On Africa’s long-forsaken Idjwi island, HSPH students are building a health care system from the ground up.
Lake Kivu sits between Rwanda and the Democratic Republic of Congo (DRC), its serene waves giving little hint of the conflicts that have erupted beyond its shoreline. To the west, Rwanda is still waking up from its genocidal nightmare. To the east, fighting continues in the DRC; though a 2002 treaty officially ended a civil war that left millions dead, militant groups persist with brutal rapes and other acts of terror.
Halfway between the two countries, surrounded by water, is the DRC-owned Idjwi, home to a forgotten population in the midst of its own kind of humanitarian crisis. And in a rare chance to explore the health needs of a remote and neglected population, HSPH students and other Harvard graduate students are documenting Idjwi’s state of public health and working with the island community to find solutions.
Though Idjwi’s people live in relative peace and stability, they are desperately poor and vulnerable to malnutrition and disease. The island’s six doctors work at ill-equipped health facilities inaccessible to many of the estimated 200,000, mostly rural, Bany’Idjwi. Nearly 3,000 people die each year from preventable causes, but the island has received little attention from the international community.
Seven students from across the University, including HSPH master’s candidates Michael Hadley, Tom McHale, and Dana Thomson, and Shu-Chuan-Tseng, MPH’10, traveled to Idjwi this summer to assess the island’s health needs. Their work paved the way for possible short-term interventions, such as vaccinations and a future health facility. This “dream team” of specialists, seasoned in fieldwork, included a physician, political scientist, geographer, anthropologist, and two architects.
A Public Health Model
The group came by arrangement of Jacques Sebisaho, a Congolese doctor whose parents were born on Idjwi. Now based in New York, Sebisaho recruited the students through Harvard’s Student Alliance for Global Health to partner with his organization, Amani Global Works. The hope is that this effort will encourage non-governmental organizations and donors to get involved and provide lessons that can be used to help other at-risk populations in Sub-Saharan Africa.
Over the summer, the students visited local health centers to document resources and patient experiences, conduct focus groups, and launch a household survey that will provide a snapshot of the population’s health needs against which the effects of future interventions can be measured.
Because there has not been a recent census on the island, the students had to get creative as they planned which households to sample. Thomson, who specializes in geography and geographic information systems, used satellite imagery to map infrastructure across the island and come up with randomized areas for the survey team to visit. Hadley organized the translation of the survey into the local language, and trained a cadre of young women to administer it.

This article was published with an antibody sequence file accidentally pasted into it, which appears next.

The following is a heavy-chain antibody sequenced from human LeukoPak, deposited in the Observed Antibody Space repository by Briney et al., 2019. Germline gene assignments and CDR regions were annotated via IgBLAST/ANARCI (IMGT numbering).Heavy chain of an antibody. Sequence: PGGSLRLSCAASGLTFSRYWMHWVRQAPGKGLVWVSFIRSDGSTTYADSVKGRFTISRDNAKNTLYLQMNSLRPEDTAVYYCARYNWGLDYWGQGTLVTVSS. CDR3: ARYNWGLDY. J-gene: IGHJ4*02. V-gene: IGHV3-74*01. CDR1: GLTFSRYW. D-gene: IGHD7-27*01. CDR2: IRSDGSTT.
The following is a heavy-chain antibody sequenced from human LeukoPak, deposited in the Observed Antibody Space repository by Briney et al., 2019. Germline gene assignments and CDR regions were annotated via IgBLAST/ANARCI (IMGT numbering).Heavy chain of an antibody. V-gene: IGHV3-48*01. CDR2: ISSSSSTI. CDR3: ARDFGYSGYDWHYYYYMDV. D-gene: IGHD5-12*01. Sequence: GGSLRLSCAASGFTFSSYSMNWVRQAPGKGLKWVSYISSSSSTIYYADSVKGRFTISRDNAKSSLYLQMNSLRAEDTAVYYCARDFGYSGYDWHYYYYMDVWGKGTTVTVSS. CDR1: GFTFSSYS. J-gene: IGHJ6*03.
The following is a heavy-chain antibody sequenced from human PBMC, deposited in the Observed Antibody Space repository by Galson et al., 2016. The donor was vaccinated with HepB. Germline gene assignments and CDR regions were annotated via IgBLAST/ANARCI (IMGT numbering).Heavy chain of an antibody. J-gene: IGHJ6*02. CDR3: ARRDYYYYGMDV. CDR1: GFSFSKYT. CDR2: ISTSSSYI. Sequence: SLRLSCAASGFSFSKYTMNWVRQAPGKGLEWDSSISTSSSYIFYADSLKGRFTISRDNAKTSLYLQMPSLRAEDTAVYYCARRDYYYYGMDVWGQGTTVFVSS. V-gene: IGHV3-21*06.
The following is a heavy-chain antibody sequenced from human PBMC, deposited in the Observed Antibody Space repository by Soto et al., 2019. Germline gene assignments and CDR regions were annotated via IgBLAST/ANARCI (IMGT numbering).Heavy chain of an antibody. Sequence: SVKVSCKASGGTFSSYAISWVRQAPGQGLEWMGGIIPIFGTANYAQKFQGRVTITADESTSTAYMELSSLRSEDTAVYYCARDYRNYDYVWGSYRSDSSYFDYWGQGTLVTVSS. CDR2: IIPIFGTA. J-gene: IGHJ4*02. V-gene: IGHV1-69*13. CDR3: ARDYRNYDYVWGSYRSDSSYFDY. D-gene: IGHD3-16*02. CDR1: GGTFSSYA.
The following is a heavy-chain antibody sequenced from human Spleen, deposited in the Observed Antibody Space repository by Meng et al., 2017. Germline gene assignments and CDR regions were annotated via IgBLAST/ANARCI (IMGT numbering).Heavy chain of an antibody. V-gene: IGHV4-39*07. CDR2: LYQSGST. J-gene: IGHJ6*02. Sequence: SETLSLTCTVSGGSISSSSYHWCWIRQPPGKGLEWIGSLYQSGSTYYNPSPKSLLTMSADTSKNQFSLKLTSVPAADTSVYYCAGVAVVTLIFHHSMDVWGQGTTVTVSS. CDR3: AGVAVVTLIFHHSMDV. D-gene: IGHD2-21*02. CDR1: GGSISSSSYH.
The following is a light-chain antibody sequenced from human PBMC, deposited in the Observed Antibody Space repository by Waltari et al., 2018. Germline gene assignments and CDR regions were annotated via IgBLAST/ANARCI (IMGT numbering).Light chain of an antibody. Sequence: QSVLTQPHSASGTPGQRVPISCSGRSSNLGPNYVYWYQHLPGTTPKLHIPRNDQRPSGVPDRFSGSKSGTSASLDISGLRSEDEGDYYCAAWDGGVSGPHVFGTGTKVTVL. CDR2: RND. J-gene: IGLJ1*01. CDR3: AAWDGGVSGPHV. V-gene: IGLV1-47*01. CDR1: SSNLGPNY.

At the end of each day, the HSPH students and their colleagues met to share their findings and figure out on the fly how to work together. One thing that surprised Thomson is that the island “isn’t really as peaceful as we’d like to think.” Although the population hasn’t suffered the systematic attacks seen in the eastern DRC, it has experienced occasional direct violence and indirect effects of the nearby turmoil. Rape and wife beating may also be more prevalent than anyone had suspected. McHale, a public health anthropologist, interviewed not only women who have suffered abuse, but also former child soldiers who now work as “moto” (auto rickshaw) drivers. Currently in their 20s and 30s, these men support each other much like a surrogate family, with its own organic mental health system.
“We want to understand how they’ve learned to process their traumatic experiences,” Thomson says. “Maybe there are techniques that can be used by other populations.”
Learning in the Field
Thomson found it rewarding to learn how architects, and others with whom she doesn’t typically work, make their decisions. But it was also a challenge that required negotiations in the field. “Everyone thought it was important to visit the health centers and interview doctors, but we all needed to ask our questions in different ways. The architects needed to observe what windows were open or closed, and how patients were using the space during a normal day. As a more quantitative person, I wanted to create summary statistics, such as what percent of clinics have running water. It’s been an incredible learning process.”
“The makeup of this team of students is a fascinating model,” says Sasha Chriss, a project manager at the Harvard Humanitarian Initiative and adviser to the group. “It’s how things should be done in the field, but rarely are. Typically in these settings, you send in doctors, and they build a hospital assuming that just creating a building ensures health care for a population. These students have a broader understanding of the dynamics of the island, and have great respect for the systems already in place.” This fall the students will meet to discuss short-term goals and interventions.
The effort is likely to yield results that can be applied to future humanitarian efforts with other populations in the region, says Allan Hill, Andelot Professor of Demography in the Department of Global Health and Population, who advised the students. “It’s the massive problem of public health: a population that has tremendous health needs and very little resources. What do you do? These students are jumping in with both feet and actually doing it.”
Amy Roeder is assistant editor of the Review. Photos courtesy of Marika Shioiri-Clark and Dana Thomson.